Writing a Public Relations Plan – 5 Steps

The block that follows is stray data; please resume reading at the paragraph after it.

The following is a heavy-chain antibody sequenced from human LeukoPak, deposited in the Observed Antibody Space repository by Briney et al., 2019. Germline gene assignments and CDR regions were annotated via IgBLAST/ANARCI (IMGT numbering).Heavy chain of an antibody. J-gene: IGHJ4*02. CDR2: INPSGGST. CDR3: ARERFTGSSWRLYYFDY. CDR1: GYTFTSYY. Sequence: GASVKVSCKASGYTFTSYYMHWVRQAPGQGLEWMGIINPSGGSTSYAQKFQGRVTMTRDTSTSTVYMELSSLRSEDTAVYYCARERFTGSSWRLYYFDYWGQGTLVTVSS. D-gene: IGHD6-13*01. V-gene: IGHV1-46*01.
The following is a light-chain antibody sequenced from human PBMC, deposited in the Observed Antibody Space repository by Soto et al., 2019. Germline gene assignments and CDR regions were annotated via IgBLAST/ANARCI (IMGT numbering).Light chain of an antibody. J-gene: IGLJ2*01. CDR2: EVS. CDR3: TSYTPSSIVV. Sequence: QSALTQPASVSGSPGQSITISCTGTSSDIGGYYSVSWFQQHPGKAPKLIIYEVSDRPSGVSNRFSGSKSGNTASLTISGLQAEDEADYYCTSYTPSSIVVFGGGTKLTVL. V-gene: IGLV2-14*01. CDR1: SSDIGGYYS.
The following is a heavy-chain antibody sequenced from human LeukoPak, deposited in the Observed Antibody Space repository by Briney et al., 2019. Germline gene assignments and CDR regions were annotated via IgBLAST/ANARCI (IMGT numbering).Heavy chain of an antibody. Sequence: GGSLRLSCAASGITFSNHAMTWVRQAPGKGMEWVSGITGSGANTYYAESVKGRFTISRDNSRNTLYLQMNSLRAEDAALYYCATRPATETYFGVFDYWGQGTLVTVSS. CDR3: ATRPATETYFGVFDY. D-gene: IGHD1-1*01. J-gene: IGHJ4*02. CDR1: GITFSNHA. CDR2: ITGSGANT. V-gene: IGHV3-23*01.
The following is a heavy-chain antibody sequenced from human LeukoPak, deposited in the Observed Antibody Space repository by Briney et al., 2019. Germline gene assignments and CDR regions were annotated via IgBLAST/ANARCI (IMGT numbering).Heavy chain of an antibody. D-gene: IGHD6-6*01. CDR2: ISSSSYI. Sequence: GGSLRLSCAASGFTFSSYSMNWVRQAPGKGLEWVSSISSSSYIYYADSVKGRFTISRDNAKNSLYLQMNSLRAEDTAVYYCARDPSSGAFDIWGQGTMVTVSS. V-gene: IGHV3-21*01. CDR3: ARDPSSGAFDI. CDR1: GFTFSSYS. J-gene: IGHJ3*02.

Public relations can be defined as the practice of managing the information exchanged between an organization and those who are interested in – or potentially affected by – that organization. Effective public relations can be carried out by an organization’s own internal PR team, or it can be entrusted to an external agency. In any event, it is wise for an organization wishing to conduct public relations to devise a solid plan before acting.An effective PR plan is one that satisfies the needs of both the organization and its various “publics” (i.e., those who are interested in and/or stand to be affected by the organization and its future actions). The organization itself benefits from a PR plan because the plan can help organize its thinking and actions related to how to best get their intended message out. Meanwhile, the intended recipients of the campaign’s message – and often many unintended recipients as well – stand to benefit from the process by being better informed about something that matters to their lives.Whether your organization chooses to conduct its own PR work or to be represented by a PR firm specializing in the field, it is important to start with a solid plan.Here are 5 tips for writing an effective public relations plan:Step #1: Determine what message you want to convey, and to whom: Every organization has its own challenges in terms of public perception. Some are looking to get more exposure, while others are looking to influence or change the public’s pre-existing perceptions. Still others want to highlight recent achievements in order to gain the attention of prospective investors, partners or customers.Your public relations plan needs to start with a clear sense among the members of your PR team as to the nature of the message your company wants to convey. Then, your team needs to clearly define whom you would like to receive that message. For both items, be as specific as possible during the planning phase: they set the tone for the rest of your campaign.Step #2: Gauge the current public opinion about your organization: It is very important that your plan include your conducting of some formal or informal research about the nature of public opinion vis-à-vis your organization as it stands today. Rather than making assumptions about how your stakeholders – as well as your prospective investors, customer and partners – view your firm, it is important that you find out more about what they actually think. This type of research can take the form of secondary research such as reading opinion polls or articles about your firm, or it can take the form of primary research such as via interviews, surveys and focus groups. The bottom line: you need to know where you are now in order to know where you are going.Step #3: Set a budget: Effective PR can be done cheaply or even for free in some cases. However, as a rule you should anticipate some level of expenditure for your campaign,. Budget concerns are an important factor. Since your PR budget has a strong effect on the resources you can afford to put behind your plan, be sure to carefully set an appropriate budget by including all of the relevant stakeholders. Tip: if your CEO (or equivalent organizational leader) can be convinced of the potentially wide-ranging financial and reputation-related effects of the issue you are trying to convey to your publics, he or she will be much more likely to earmark the appropriate funds for your PR initiative.Step #4: Decide how you will get the word out: Good public relations work is a multi-faceted area of practice with a multitude of options available in terms of ways to communicate your message. For example, you may find ways to entice reporters to write special-interest articles written about your organization. Or, you might hold a public relations event, submit your organization for consideration for an industry award, or hold a press conference – just to name a few. The mode of communication you ultimately choose will depend upon many factors, including the nature of the message you want to convey, the current political climate around the issue (if applicable), the degree to which the issue is of general public interest, your PR budget, and other factors.Step #5: Create a plan of execution, including a detailed timeline: Every good public relations plan must include a step-by-step plan that outlines the key milestones of your PR effort and fills in the specific details for executing the plan. An important element of your plan of execution is to assign each task to a particular person, along with a deadline; this creates a sense of accountability for each task. Of course, once the execution phase is launched and some time passes, you will likely find yourself needing to adjust your tactics to meet an ever-changing environment. Still, this need to make ongoing adjustments to your plan is no excuse for skipping the mapping out of the tactical steps ahead of time. During periods of relative chaos, you will be glad to have a plan to which you can refer in order to keep things on track.Every solid public relations plan should be built upon the basic framework highlighted above. Whether you conduct your own campaign or entrust your PR campaign to an expert PR firm, your plan – and the thinking you go through to formulate it – will go a long way toward helping you reach your PR objectives.